Is there some connection between the talking blues of the sixties (e.g. Dylan Subterranean Homesick Blues) and its folkier predecessors such as Guthrie and Leadbelly and the rap and hip hop lyrics?

I feel that there's a unique element of "talking rhythmically" connecting them and I wonder if anyone on those scenes ever explicitly recognized, or some musical scholar wrote about it or whether it's just due to the shared distant root in blues and African music.


It's tempting to see a connection, but there's little evidence for it. While both, as you mention, may share distant ancestry in the oral traditions of West African --the famous poetic histories of the griots, performed with the accompaniment of drums --they are otherwise unrelated branches of the same tree. The talking blues traces most directly to Chris Bouchillon, a white country musician and comedian who is said to have innovated the style because he couldn't sing. Many of his lyrics, however, were borrowed/stolen directly from the Black folk music of the time. From there the style was adopted by Guthrie, and then Dylan.

The young hip-hop pioneers of the early 80s weren't, by in large, listening to Dylan, however, and certainly not his deeper cuts like "Subterranean Homesick Blues." Instead, they were taking inspiration from the Jamaican tradition of "toasting" over a beat, novelty records like Black comedian Pigmeat Markham's "Here Comes The Judge," and Black spoken word artists like the Last Poets and Gil Scott-Heron. (While Scott-Heron was often compared to Dylan, and was certainly aware of his work, he explicitly denied any direct influence.)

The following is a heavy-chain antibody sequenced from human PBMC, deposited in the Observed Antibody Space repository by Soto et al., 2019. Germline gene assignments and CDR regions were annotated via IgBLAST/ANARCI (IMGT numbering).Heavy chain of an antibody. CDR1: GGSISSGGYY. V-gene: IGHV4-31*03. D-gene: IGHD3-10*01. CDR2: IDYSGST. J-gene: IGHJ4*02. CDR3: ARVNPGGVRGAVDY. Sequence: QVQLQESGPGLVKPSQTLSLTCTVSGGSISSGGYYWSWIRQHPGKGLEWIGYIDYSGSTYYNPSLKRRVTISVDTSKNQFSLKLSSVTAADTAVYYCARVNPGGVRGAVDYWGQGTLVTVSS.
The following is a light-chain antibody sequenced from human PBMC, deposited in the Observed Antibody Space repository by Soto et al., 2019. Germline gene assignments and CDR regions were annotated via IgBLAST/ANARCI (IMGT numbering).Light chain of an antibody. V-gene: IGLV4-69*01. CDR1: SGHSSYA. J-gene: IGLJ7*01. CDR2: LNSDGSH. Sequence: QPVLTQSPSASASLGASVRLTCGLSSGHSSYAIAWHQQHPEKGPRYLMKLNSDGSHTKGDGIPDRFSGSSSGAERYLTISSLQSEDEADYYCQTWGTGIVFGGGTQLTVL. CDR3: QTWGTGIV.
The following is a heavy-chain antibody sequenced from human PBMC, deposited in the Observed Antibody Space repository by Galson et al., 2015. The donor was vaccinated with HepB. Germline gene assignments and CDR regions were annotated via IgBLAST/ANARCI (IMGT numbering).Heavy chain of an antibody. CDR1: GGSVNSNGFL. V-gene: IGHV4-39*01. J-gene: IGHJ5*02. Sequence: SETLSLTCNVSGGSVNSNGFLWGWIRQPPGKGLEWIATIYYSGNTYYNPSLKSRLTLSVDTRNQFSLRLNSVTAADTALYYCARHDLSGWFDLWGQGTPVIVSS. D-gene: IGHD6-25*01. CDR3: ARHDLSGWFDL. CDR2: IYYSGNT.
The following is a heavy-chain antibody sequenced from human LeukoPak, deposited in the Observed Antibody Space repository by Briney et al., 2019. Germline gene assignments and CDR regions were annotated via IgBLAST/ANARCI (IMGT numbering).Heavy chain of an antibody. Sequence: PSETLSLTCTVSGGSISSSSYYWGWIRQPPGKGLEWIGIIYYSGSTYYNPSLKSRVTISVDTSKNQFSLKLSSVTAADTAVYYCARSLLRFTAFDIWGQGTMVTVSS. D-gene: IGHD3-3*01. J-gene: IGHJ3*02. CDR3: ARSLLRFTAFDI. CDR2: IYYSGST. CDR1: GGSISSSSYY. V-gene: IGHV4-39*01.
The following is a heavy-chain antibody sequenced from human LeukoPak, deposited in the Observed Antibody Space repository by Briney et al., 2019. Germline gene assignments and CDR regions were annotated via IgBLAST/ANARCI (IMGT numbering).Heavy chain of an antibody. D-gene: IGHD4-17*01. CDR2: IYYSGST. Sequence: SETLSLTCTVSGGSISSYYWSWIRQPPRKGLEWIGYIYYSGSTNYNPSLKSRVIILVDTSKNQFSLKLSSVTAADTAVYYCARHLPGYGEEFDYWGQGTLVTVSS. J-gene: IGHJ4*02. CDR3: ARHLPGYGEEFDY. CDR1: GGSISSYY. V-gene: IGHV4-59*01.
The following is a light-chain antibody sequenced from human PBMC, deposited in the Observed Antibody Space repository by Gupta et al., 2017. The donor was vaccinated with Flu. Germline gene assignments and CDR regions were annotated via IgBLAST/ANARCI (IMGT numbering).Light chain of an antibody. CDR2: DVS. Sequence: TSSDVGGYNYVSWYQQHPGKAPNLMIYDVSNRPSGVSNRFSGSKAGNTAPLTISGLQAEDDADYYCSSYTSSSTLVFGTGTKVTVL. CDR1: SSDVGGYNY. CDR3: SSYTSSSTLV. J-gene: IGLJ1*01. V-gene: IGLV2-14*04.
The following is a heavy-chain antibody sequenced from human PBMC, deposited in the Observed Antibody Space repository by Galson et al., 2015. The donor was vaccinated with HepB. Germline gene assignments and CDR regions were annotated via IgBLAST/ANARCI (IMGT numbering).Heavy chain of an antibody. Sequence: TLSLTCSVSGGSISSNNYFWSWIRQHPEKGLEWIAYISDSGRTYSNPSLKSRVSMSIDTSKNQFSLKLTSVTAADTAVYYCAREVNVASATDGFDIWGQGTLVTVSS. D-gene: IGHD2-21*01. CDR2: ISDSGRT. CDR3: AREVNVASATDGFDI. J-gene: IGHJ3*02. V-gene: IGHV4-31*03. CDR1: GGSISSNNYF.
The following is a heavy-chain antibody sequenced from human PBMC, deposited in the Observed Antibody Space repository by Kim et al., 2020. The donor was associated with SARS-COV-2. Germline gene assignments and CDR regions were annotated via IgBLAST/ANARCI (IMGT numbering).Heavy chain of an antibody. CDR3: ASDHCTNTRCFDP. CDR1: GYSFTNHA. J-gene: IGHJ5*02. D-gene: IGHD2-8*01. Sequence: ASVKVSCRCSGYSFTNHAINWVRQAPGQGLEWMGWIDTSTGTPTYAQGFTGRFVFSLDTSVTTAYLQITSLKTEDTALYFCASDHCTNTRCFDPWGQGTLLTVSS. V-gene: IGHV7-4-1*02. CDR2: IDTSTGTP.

To put it another way, there's a long line of Black spoken-word with musical accompaniment that predates the talking blues lineage, and doesn't have any traceable debts to it. For that reason, there's no reason to look to the talking blues as anything more than an incidental predecessor to rap. If they have a familial resemblance, it's most likely due to their most recent common ancestor --early twentieth-century Black folk music. But then again, that source was the wellspring for nearly all twentieth-century American popular music styles.

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